After all this (and a break!), it was time for some urban fiction, beginning with Arthur Conan Doyle’s ‘The Blue Carbuncle’ (1892) – the one in which a lost hat and abandoned Xmas goose lead Holmes to solve the theft of the eponymous gem. Our main focus was on the passage in which Holmes performs a semiotic analysis of the hat (though we also considered the simple techniques Doyle uses to persuade us of the accuracy of Holmes’s reading).

There were some indexical signs: several tallow splashes on the hat suggest its owner, Horner, lives in a house where gas-lighting has not yet been installed; and, more ridiculously, the size of the hat leads Holmes to conclude that Horner has a large head and therefore must be ‘highly intellectual’ – later, Horner’s mannered expression and use of the term ‘disjecta membra‘ will serve to confirm this absurdity. (The story was published the year before HG Wells’s essay ‘The Man of the Year Million’, which led to the design of his Martians and thus all those later big-brained aliens with puny bodies – so clearly something was in the air, not least because Horner is also sedentary and out of shape.)

There is also plenty of evidence of myth, as the connotations Holmes draws from his perusal of the hat reach out into the dimension of Victorian morality. Horner, who is no longer as foresightful as once he was, who has fallen on hard times, who  is not as attentive to his appearance as he used to be, and who has taken to drink, is obviously undergoing ‘a moral retrogression’ and has a ‘weakening nature’, though there are vague hopeful indications that ‘he has not entirely lost his self-respect’. In this aspect of Holmes’s analysis, meanings are converted into values – myth, and behind it ideology, in action.

This can be seen even more starkly in Holmes’s conclusion that Horner’s wife no longer loves him.

This hat has not been brushed for a week. When I see you, my dear Watson, with a week’s accumulation of dust upon your hat, and when your wife allows you to go out in such a state, I shall fear that you also have been unfortunate enough to lose your wife’s affection.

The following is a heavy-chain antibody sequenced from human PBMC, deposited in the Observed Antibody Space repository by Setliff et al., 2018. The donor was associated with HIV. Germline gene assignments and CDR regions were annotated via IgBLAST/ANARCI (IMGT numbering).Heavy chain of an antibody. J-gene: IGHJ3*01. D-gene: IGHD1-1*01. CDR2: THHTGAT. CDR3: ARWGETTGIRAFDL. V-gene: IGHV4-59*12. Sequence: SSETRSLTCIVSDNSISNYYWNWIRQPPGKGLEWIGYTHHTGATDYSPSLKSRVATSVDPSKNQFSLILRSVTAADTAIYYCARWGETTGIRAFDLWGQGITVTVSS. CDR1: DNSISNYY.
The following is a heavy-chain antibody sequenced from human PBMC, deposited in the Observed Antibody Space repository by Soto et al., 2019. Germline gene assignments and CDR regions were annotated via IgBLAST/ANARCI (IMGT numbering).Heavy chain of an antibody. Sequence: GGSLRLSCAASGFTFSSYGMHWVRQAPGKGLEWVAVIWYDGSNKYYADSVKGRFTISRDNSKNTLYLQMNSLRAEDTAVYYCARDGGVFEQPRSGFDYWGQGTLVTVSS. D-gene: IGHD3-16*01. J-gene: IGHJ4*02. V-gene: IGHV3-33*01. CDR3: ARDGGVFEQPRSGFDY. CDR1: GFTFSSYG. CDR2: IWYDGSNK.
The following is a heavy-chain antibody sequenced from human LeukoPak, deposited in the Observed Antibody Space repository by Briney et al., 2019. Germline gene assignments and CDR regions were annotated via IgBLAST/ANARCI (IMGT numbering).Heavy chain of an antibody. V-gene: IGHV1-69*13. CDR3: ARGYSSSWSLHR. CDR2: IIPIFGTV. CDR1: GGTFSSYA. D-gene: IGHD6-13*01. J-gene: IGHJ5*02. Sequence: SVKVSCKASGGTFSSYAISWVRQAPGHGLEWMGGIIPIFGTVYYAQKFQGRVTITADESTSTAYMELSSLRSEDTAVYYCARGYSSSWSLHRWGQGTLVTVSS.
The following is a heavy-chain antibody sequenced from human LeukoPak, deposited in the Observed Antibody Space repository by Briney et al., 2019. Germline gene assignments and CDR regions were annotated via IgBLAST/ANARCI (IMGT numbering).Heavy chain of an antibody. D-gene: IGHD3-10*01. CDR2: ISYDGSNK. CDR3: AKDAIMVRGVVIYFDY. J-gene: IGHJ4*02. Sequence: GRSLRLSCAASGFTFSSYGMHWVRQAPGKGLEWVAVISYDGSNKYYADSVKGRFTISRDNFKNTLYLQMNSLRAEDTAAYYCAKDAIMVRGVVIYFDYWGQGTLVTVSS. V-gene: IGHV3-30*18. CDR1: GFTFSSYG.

Patriarchy, anyone? Normative gender roles much? (It took mere seconds to come up with a half a dozen other reasons for Horner’s hat not having been dusted recently.)

We also took a quick look at the sequence from the first episode of Sherlock, in which Frumious Bandersnatch explains his initial reading of Bilbo’s character, history and current situation – culminating in a moment in which his reliance on heteronormative codes leads him to mistake the gender of his new friend’s sibling. (Other parts of his semiotic analysis were also questionable – were Iraq and Afghanistan really the only sunny places overseas British troops were stationed in 2009/10? why are scratches around the port on the phone evidence of the previous owner having a drink problem when we already know the current owner has a hand that sometimes shakes uncontrollably? Etc.)

We also took a look at the start of Holmes’ crime-scene analysis (damp clothes indexing rain, etc). And the handy bit when we see Holmes work along syntagmatic and paradigmatic axes to make sense of the victim’s message scratched in the floor with her fingernails: RACHE. In what languages is that a word? German, meaning revenge. Doesn’t seem very likely. What letter could be added to it to complete an English word? An L? Rachel! It’s a name. That’ll do nicely.

We finally took a look at William Gibson’s ‘The Gernsback Continuum’ (1981), but we were all flagging a little by this time. Its main significance for this class is twofold:

  • that there came a point – Gibson argues for the 1930s – when design started to dominate function in the construction of commodities and thus we started reorganising the way we purchase things in terms of their readable connotations;
  • and that that we live in built environments which are to varying degrees designed, and can thus be read for their meanings, which may well change over time. (And that all around us lurk semiotic ghosts.)